Archive for January 11th, 2009
source: The Botswana Gazette
Salary Gap Widens
A Cabinet directive has re-designated certain government positions and adjusted certain salary scales for directors and deputy directors.
The move has been received with mixed feelings by some union leaders and government employees.
A Cabinet savingram circulated recently announced that all government directors will be moved from the E2 salary scale to the E1 scale. This includes the Establishment Secretary in the Ministry of Local Government, who all along was on a much lower scale compared to other officers with comparable responsibilities in other government departments.
The savingram also created the position of deputy establishment secretary, who will be on the E2 scale. The post is to be advertised.
Deputy Directors will move from D1 scale to E2 , a scale originally occupied by [continue reading]
author/source:SW Radio Africa
“It’s no problem, we can change the origin of the gold to gold from Kenya”
Gerry Jackson, standing in for Violet Gonda on Hotseat
We speak to Mr. Felix Eimer who says he was recently contacted by the daughter of Vice President Joice Mujuru, Nyasha del Campo, who tried to set up a deal involving illegal gold from the DRC
The history of the Democratic Republic of Congo has always been one of greed and corruption. In 1998 a 5 year conflict erupted between government forces, backed by Angola , Namibia and Zimbabwe , against rebels backed by Uganda and Rwanda . The fighting was fuelled by the enormous mineral wealth of the DRC and everyone took advantage of the chance to plunder the natural resources, which included gold and diamonds. The war has been described as Africa ’s world war and Robert Mugabe’s support in this conflict saw the beginning of the collapse of Zimbabwe ’s economy, when he committed Zimbabwean troops to the conflict. An estimated 5 million people died in the DRC , mainly because of the humanitarian crisis that resulted.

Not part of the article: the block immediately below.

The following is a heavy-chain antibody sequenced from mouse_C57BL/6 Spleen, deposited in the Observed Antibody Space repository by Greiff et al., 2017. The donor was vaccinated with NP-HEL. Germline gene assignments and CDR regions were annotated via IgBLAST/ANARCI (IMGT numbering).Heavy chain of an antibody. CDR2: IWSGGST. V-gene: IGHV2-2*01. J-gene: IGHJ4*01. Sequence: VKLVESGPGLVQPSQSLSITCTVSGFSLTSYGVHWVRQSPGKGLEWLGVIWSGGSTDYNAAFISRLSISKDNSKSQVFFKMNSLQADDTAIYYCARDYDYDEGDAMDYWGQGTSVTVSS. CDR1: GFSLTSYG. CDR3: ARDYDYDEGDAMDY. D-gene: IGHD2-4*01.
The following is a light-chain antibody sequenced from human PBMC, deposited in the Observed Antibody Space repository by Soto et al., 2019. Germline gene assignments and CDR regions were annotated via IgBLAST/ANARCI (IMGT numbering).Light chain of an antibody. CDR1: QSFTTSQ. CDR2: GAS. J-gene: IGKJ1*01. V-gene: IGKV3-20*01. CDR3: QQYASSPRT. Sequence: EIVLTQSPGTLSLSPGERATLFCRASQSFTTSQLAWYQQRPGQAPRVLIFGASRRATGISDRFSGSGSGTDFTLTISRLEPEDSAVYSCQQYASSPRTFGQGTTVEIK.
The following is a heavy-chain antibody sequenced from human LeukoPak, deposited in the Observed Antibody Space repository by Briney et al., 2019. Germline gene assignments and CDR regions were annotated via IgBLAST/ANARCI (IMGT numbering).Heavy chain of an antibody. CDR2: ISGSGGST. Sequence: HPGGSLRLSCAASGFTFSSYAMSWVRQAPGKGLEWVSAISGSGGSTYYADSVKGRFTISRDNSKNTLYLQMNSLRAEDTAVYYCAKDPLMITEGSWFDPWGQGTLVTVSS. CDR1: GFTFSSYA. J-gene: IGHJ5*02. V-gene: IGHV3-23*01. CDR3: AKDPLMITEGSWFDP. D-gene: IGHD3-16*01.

For its support, Zimbabwe was given a number of concessions by [continue reading]
source: The Botswana Gazette
“Turn Slowdown Into Opportunities”
ImageThe President Lt General Ian Khama has said 2009 will be full of challenges.
In his New Year message, the President said the country’s economy was already feeling the negative impact of the global downturn in mineral commodity prices.
The current global economic crisis alluded to by the Minister of Finance and Development Planning to Parliament late last year had caused a slowdown on world economies forcing organisations such as the International Monetary Fund (IMF) and World Bank to trim down world economic growth projections.
“Our economy is already feeling the negative impact of the global downturn in mineral commodity prices, therefore some of our programmes and projects will have to adjust their targets and timeframes to the reality of a general slowdown in [continue reading]
January 09 2009 at 03:00PM
By Clayton Barnes